Apologies for the recent blogging hiatus but the last couple of weeks I have been overwhelmed with a disgusting, putrid, viral bug of some form so haven't had the energy to focus on much other than getting well. When you're single being sick really is the pits. This was honestly the first time that I really missed being in a relationship and having someone around to be able to do pharmacy trips and make me chicken noodle soup, which is the only thing I felt like eating during my days being bedridden but I just didn't have the energy to go shopping let alone cook.

But now that I am better I am able to make it for myself and feel happy about being single again. It also coincides perfectly with this shitty change of weather in Sydney. Brrrrrrrrr and Grrrrrrrrrr.

So when I originally went shopping for this I was on the hunt for Alphabet Noodles - what the heck happened to Alphabet Noodles??? Why would people stop making them? Nothing beats getting a bowl of soup and slopping it everywhere whilst trying to spell out your name on the table. It is a travesty I tells you! I think I will write a letter of complaint, gosh dang! So I got the next best thing - Dinosaur Noodles.

1 chicken Maryland
1/2 an onion
1 stick of celery
1/2 a large carrot
2 cups of salt reduced chicken stock
2 cups of water
4 sprigs of thyme
2 sprigs of parsley

Chicken from the Maryland for the stock
1/2 a large carrot, finely diced
1/2 a cob of corn, sliced from the cob
1 stick of celery, finely sliced
2 sprigs of parsley, roughly chopped
1/2 cup of Dinosaur Noodles

Pre-warning: I recommend cooking the stock the night before you want to make the soup so that the night you actually cook the soup it doesn't take hours to create.

Take all of the stock ingredients and place them in a pot, cover and place on the lowest possible heat. I put my stock on for about 2 hours whilst I went grocery shopping and cooked dinner for the evening.

After 2 hours let the stock cool, transfer to a contain and place in the fridge overnight. By cooling in the fridge it will separate the fat from the stock. When you go to cook your soup remove the stock from the fridge and skim and discard the fat off the top of the stock using a teaspoon. The stock will now have solidified so will be like jelly, this is a sign of a good stock. Remove the Maryland from the jelly, place the jelly and stock veges in to a pot with 2 cups of water and place on a low heat for about 15 minutes so that the jelly completely dissolves.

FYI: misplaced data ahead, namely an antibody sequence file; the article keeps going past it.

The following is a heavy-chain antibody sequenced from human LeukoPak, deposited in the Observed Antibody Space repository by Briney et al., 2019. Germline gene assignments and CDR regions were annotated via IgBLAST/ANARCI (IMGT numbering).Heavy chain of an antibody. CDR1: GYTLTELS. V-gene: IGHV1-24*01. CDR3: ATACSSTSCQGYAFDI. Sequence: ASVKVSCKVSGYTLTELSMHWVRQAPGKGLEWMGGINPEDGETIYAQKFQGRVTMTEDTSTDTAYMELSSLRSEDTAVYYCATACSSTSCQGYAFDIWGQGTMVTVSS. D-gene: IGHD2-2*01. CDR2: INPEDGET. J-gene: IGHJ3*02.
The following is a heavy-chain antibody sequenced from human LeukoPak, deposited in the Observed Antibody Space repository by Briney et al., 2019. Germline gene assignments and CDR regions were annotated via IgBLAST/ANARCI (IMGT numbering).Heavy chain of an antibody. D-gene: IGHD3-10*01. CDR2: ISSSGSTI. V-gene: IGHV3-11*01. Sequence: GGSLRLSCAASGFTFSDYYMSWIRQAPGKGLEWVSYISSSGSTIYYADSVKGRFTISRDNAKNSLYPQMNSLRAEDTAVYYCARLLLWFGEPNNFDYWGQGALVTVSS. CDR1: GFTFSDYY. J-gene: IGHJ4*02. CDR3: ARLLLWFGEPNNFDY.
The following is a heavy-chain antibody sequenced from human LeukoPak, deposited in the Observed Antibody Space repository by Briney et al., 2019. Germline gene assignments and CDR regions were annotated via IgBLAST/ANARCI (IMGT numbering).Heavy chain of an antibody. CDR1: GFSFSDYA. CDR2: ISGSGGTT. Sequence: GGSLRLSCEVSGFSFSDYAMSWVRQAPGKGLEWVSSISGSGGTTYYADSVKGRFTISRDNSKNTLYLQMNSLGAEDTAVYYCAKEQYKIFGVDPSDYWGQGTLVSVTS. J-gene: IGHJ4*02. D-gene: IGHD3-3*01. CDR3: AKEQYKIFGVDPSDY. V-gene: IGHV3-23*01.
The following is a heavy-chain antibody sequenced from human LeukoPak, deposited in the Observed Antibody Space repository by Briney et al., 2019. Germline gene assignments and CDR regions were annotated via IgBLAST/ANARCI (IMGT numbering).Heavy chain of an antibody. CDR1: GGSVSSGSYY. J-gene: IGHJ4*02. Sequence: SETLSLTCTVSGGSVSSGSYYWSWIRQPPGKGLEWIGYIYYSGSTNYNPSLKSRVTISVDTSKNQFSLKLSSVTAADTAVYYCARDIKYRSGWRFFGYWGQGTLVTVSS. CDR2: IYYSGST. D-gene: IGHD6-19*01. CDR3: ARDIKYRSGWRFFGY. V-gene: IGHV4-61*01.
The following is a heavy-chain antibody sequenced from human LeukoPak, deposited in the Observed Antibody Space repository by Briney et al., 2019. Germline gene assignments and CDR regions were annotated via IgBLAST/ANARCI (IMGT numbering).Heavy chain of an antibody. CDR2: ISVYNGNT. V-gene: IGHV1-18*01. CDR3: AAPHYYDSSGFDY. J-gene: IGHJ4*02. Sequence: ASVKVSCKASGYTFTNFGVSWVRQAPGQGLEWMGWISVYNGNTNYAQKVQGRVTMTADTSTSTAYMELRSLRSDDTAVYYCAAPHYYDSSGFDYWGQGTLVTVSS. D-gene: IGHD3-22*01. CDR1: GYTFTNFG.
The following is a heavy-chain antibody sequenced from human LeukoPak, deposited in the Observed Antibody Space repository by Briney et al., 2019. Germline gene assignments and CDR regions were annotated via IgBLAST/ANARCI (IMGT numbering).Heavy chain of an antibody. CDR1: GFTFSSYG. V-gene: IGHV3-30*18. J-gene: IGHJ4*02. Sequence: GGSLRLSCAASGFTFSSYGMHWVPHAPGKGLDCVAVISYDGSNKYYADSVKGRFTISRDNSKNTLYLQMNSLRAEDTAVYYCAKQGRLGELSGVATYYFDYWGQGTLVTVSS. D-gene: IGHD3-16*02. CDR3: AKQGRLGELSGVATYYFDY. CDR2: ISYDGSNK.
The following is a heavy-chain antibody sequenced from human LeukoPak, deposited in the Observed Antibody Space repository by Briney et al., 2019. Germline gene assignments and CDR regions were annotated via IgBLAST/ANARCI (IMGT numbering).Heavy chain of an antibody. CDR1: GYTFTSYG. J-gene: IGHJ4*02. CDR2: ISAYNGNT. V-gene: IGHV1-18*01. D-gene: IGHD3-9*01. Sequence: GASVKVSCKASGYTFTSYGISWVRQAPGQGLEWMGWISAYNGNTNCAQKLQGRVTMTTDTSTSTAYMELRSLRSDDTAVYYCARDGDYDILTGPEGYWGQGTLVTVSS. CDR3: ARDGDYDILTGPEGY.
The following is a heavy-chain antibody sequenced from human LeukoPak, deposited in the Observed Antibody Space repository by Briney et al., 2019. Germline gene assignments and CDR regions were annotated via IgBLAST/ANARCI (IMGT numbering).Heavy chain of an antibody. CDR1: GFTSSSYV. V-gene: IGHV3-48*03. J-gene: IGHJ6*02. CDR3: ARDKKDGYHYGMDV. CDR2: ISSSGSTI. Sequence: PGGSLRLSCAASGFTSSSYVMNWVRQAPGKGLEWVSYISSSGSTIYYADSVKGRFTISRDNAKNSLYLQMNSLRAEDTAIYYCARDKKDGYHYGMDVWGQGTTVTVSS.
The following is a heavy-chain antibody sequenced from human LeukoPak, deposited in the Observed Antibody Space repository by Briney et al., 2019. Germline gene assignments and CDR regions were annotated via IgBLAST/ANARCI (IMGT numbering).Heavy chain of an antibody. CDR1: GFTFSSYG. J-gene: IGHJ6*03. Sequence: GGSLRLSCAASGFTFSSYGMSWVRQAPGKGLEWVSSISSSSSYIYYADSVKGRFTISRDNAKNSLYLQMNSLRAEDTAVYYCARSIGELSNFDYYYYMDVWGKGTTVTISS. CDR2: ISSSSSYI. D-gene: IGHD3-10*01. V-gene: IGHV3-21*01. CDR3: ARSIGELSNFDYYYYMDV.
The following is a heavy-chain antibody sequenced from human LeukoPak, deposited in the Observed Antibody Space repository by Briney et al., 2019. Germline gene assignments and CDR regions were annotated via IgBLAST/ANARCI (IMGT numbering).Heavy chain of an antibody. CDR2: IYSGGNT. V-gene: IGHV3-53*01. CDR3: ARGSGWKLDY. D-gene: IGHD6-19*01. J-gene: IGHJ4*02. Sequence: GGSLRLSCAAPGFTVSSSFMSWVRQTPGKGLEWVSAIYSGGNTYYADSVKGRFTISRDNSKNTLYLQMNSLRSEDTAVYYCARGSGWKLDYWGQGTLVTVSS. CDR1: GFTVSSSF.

Whilst the stock is on the heat, remove the skin from the Maryland and remove the meat from the bones, the meat may look discoloured but it should only be due to the cooking process and then being cooled overnight, if your chicken was fresh there won't be any issue. Tear the chicken meat in to small pieces for the soup. Once the stock is heated take a sieve and strain the stock in to a bowl, separating all of the vegetables and other ingredients which can now be thrown out.

Take your separated stock and place in the pot again and add the torn chicken pieces, carrot, corn, celery and 1/2 a cup of water. Put on a medium heat and cook for 20 minutes.

When the soup is cooking bring a pot of water to the boil and cook the Dinosaur Noodles. I like to cook my noodles separately so that it doesn't make the soup too starchy and I can ensure that the noodles aren't overcooked. Once the noodles are done strain them and add them to the soup and remove the soup from the heat. Add the chopped parsley and a good crack of salt and pepper.

Whilst the soup cools a little, pop a bit of toast in to the toaster and cut yourself up some cute little soldiers for dunking in the broth and you're ready to go.

I don't own any soup bowls at the moment so I just ate straight from the pot - why you ask - because it doesn't even matter when I am the only one eating it.

Sunday, 18 March 2012

a single's Sunday roast

Back in the day when I was a non-single, Sunday roasts were a fairly regular occurrence and the other day I realised that I don't think I have had a Sunday roast since starting my solo journey, so I thought "Gosh dang, on Sunday I will cook myself a Sunday roast". And what a perfect Sunday it was for a roast, it started to rain just as I started to cook and a dreary kind of day is the best kind of day for a comforting roast.

I now think that Sunday roasts will again be a regular occurrence in my life.

1 chicken Maryland, skin on

1 small potato, peeled
1 carrot (I used purple carrot cause I love it)

1/2 brown onion, cut in to wedges
2 cloves of garlic
1/2 a cup of peas
A few sprigs of fresh thyme
Olive oil
1 cup of salt reduced chicken stock
1 mushroom, diced